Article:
• @Trish Yes, but Art V says, "Congress...on the application of the legislatures of two thirds of the several states, shall call a convention for proposing amendments...." If Congress got enough requests but refused to call a convention, it seems all constitutional bets would be off.
    – Just a guy
    Aug 14 '20 at 23:17
  • @Justaguy which is where nobody has an inkling of an idea what is to do. The convention can't meet without congress but the supreme court denies that it can force congress to do so on its own... all the convention stuff is untested waters.
    – Trish
    Aug 14 '20 at 23:42

That's not how it works! First of all, neither Arizona nor the Executive branch can amend the federal constitution by themselves, they can't even force the Congress to look into the matter unless enough states ask for it (some 34 are needed) and even then it is up to congress if they want to take matters into their own hands. If the congress does not want to do it, they could just call a meeting to discuss the matter, then vote to drop it and there is no way to force the matter. Even getting enough states together isn't an out as congress still needs to decide to delegate.

It is entirely upon Congress to decide if they want to discuss and write any proposed amendment - or to call the convention. Anything other parties (press, executive, states) say is at best a suggestion to the congressmen and can be entirely disregarded if it acts on its own, and it is only up to Congress to call the convention under Article V - but no timeframe is given! They could very well sit on the matter for a few years, even as they are obligated to call it eventually.

The Congress, whenever two-thirds of both houses shall deem it necessary, shall propose amendments to this Constitution, or, on the application of the legislatures of two thirds of the several states, shall call a convention for proposing amendments, which, in either case, shall be valid to all intents and purposes, as part of this Constitution, when ratified by the legislatures of three fourths of the several states, or by conventions in three fourths thereof, as the one or the other mode of ratification may be proposed by the Congress; provided that no amendment which may be made prior to the year one thousand eight hundred and eight shall in any manner affect the first and fourth clauses in the ninth section of the first article; and that no state, without its consent, shall be deprived of its equal suffrage in the Senate.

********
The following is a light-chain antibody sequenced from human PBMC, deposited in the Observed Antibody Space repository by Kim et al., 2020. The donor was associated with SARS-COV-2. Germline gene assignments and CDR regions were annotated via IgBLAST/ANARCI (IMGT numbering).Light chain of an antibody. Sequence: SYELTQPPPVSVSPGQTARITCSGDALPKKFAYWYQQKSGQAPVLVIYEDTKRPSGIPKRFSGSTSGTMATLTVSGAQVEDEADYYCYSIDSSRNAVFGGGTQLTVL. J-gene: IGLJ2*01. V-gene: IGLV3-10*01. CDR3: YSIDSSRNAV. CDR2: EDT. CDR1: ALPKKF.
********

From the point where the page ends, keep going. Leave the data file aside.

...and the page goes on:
Then it is upon every single state to ratify the amendment, and if less then 3/4 sign it, then it is not in force yet. It took 202 years to ratify the 27th amendment, which was brought up together with the first amendment! Nowadays, amendments come with a date if by which they are not ratified, they are tossed.

However, any state can alter its state constitution under its own rules. But they can't have stanzas in their constitution that breach the federal constitution.

but... Convention under Article V?!

In the past, the Convention has never been called upon. To make congress call for it, you need to pass a lot of thresholds:

  • first, the government is usually seen as the executive branch of each state, which just plain can't do anything beyond asking its own legislative body to sign an application to ask for an amendment. Let's assume he wants to get the repealed amendment back.
  • Now, we have a bill in the state legislative body, which then might be approved. Let's assume Arizona might be the first, but what now? We only have one single request to congress! One vote for Prohibition.
  • Now, it needs 33 other states to petition for a convention that matches what Arizona wrote. If 32 want the same and one wants Prohibition and ALSO gambling ban in the same? It's possible that that might be seen as different items and thus different reasons for a convention, but that is untested as it never happened.
  • Now, let's assume we get the needed 34 requests. Now it is up to Congress to call the convention...

As noted, Article V conventions are totally untested, timeframes are not given in any relevant law and it is even unclear if the Supreme Court could force Congress to call a convention if it would just not do so on its own. The problem of enforceability by the courts is because of Coleman v. Miller (307 U.S. 433) - it's a political question and the Supreme Court has repeatedly held that it shall not interfere in Political Questions.

  • @Eliter The law says: Congress calls for it if it wants and if 2/3rd of all state legislative bodies ask for it. - Governement (=executive) is not included.
    – Trish
    Aug 14 '20 at 17:21